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Thursday, 14 February 2008

Customs of Saint Valentine's Day


The 14th February is better known as 'St Valentine's Day' and it is without question the most popular day of the year for romance.

The custom of sending anonymous greeting cards to ones sweetheart or 'Valentine' is as popular as ever, yet the St Valentine's Day we know today actually evolved from the ancient Roman festival of 'Lupercalia', part of which was the choosing of sexual partners for the coming year by the drawing of lots. The names of all the eligible girls were placed in a vessel dedicated to the god 'Lupercus', and the boys each in turn pulled out a name to see whom fate had chosen for them.

'The Valentine Lottery' as it later became known experienced over the centuries ebbs and flows of popularity and unexpectedly became fashionable once again in the early Victorian era as a party game.
If a girl was courting but unlucky enough not to receive a Valentine greeting from her sweetheart today she would be deemed as 'Dusty' and therefore had to undergo the indignity of being swept down by either her Mother or companions with a broomstick or wisp of straw. The idea was to create as much embarrassment to the 'dusty victim' as possible as she then had to cast lots with the other girls in the usual manner.

The primary goal of St Valentine's Day is to find an ideal partner suitable for marriage. This year, 2008 is 'Leap Year' so what better time to remind everyone about the age-old rules of 'Leap Day proposing'. Planning a marriage proposal is an anxious, yet exciting time for anyone thinking about popping the big question, and most will agree that the rules of courtship, namely the very act of proposing should be done in the proper way.

Traditionally, 'Leap Day' 29th February is the only one true day when a lady can propose marriage; but according to custom only if she is wearing a red petticoat. Everyone knows that when a gentleman proposes marriage it is customary for him to go down on one knee, however, in a lady's case the customary and proper procedure is for her to lift up her dress and show her red petticoats. Red being the colour of lifeblood and has strong symbolism to love, warmth, passion and fertility. In Roman times brides wore a red veil called a 'flammeum' as a symbolic statement of their sincere love and that they were fertile (menstruating) and therefore ripe for the marriage bed. No doubt the custom of showing ones red petticoat to propose on Leap Day is a remnant from such ancient marriage customs.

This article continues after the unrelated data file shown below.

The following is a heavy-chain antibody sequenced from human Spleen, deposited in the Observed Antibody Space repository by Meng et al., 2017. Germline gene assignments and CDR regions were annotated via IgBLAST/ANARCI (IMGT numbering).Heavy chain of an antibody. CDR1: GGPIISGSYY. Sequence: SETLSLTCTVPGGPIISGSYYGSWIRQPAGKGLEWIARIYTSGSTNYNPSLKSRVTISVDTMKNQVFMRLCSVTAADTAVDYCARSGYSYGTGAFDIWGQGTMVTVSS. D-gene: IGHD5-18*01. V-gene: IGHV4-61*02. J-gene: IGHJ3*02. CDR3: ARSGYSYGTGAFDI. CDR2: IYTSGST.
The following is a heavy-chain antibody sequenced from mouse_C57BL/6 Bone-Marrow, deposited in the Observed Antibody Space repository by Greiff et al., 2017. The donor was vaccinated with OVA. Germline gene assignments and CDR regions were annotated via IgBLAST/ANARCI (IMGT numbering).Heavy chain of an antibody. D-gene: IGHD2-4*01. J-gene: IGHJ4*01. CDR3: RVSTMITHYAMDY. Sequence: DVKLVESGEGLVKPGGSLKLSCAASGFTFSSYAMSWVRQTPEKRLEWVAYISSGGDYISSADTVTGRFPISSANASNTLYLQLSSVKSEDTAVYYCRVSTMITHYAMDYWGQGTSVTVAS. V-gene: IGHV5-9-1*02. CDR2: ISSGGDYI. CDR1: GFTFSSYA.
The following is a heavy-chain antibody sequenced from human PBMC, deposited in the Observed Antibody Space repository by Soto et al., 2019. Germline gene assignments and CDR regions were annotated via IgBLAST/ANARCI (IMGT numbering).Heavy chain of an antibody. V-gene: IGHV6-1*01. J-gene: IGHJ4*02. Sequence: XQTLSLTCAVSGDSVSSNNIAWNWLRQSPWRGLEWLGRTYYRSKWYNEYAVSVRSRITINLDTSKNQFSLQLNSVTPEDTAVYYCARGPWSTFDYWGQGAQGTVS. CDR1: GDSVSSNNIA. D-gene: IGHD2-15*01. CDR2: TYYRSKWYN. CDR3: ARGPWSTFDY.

Few young ladies wear petticoats these days and it's therefore hardly surprising that this aspect of Leap Day proposing has been lost. However, one suspects that a flash of red knickers would do just as well today, and what man could refuse that! It is worth pointing out that if on Leap Day a gentleman declines the offer of marriage, he has to pay the forfeit to buy the lady a pair of gloves for Easter.

1 comment:

Polly Peirce said...

What a lovely explanation of a more or less forgotten tradition.
I had heard so many different explanations, but this one is by far the most preferable.

I think I shall have to nip off into town tomorrow and purchase some red flannel and make myself a nice new petticoad in readiness for the 29th!

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